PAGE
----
The next challenge was coming up with a way to ship it for events.

There are two configurations: one where the cluster travels with me, and the other where the cluster is shipped to my destination.

For shipping, I use one large pelican case (hard-sided suitcase) with the pluck foam layers laid out to cradle the enclosures, with the switch in the layer above.

The “travel with me” configuration is still a work in progress; fitting everything into a case small enough to travel with is interesting! I use a carry-on pelican case and squish the cluster in. You can see the yellow case in this photo:

Source: Kassian Wren

More Lessons Learned

While Version 1.4 was much better, it did bring to light the need for more services and capabilities, and showed how my implementation of the cluster was pushing the limits of Docker.

Now that we’ve covered 1.4 and all of the work we’ve done so far, it’s time to look to the future with version 2.0, codenamed “Ericht.”

Next: Version 2.0 (Ericht)

With 2.0, I needed to build out a mobile, easy-to-move version of the cluster.

Version 2.0 focuses on creating a mobile, easily manageable version of the cluster, with enhanced automation for container deployment and management. It also implements a service to monitor the health of the cluster and pass and store the data using Kafka and Cassandra.

The problems we’re solving with 2.0 are:

  • Container management overhaul
  • Create mobility for the cluster
  • Give the cluster something to do and show
  • Monitor the health and status of the cluster

Hardware for 2.0

A significant enhancement in this new version is the integration of INA226 Voltage/Current sensors into each Pi. This addition is key in providing advanced power monitoring, and detailed insights into each unit’s energy consumption.

Health Monitoring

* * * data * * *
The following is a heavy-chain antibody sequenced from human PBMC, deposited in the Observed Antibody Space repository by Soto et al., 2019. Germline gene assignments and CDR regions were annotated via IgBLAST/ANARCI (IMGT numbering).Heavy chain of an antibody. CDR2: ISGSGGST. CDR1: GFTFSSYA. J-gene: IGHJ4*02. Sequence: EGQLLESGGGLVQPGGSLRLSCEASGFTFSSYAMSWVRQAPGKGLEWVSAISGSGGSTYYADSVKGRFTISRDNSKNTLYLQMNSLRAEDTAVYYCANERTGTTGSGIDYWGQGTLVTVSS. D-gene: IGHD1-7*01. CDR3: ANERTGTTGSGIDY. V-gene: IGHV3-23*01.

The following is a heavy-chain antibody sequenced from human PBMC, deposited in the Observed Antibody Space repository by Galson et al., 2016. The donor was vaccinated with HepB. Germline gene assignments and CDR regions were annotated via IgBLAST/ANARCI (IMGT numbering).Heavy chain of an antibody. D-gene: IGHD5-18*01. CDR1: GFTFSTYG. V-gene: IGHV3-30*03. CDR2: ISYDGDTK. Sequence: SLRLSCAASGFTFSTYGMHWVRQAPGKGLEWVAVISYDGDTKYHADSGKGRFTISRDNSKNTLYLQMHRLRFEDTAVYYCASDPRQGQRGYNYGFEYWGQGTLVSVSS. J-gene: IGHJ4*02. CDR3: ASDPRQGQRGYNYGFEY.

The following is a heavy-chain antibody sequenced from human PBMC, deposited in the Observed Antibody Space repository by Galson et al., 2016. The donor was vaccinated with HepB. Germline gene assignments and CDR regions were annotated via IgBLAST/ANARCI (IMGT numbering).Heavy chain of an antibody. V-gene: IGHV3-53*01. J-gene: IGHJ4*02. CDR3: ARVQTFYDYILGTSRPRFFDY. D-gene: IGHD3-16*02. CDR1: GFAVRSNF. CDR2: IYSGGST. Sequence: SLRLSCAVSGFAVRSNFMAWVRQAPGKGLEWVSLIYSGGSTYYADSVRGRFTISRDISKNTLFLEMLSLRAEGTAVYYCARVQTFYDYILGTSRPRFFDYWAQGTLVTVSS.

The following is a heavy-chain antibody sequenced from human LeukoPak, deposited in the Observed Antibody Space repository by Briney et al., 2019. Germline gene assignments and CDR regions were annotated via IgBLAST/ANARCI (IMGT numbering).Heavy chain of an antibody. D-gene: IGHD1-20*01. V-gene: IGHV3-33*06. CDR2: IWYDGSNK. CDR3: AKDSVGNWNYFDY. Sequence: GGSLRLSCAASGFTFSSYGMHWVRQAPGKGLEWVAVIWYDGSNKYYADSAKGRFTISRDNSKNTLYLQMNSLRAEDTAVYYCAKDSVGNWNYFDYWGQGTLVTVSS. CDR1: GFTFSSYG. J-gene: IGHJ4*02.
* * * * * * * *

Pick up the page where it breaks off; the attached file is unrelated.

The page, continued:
I will be implementing an advanced health monitoring system that tracks factors such as CPU and RAM usage, Docker status, and more. These will be passed into the Cassandra database using Kafka consumers and producers.

Software Updates

Significant software updates are planned on the software side of things. As the Docker swarm requires a lot of manual maintenance, I wanted a better way to orchestrate the containers. One way we thought of was Kubernetes.

Kubernetes (K8s)

We’re transitioning to utilizing with Docker, an open source container orchestration system, to manage our containers. Though Kubernetes is often used for more transient containers than Kafka and Cassandra, we have operators available such as Strimzi for Kafka and K8ssandra for Cassandra to help make this integration more feasible and effective.

Moving Ahead

As we continue to showcase and demo this cluster more and more often, (we were at Current 2023 and Community Over Code NA!), we are learning a lot. This project’s potential for broader technological applications is becoming increasingly evident.

As I move forward, I’ll continue to document my progress and share my findings here on the blog. Our next post will go into getting Apache Cassandra and Apache Kafka running on the cluster in Docker Swarm.

The post IoT Overdrive Part 2: Where Can We Improve? appeared first on Instaclustr.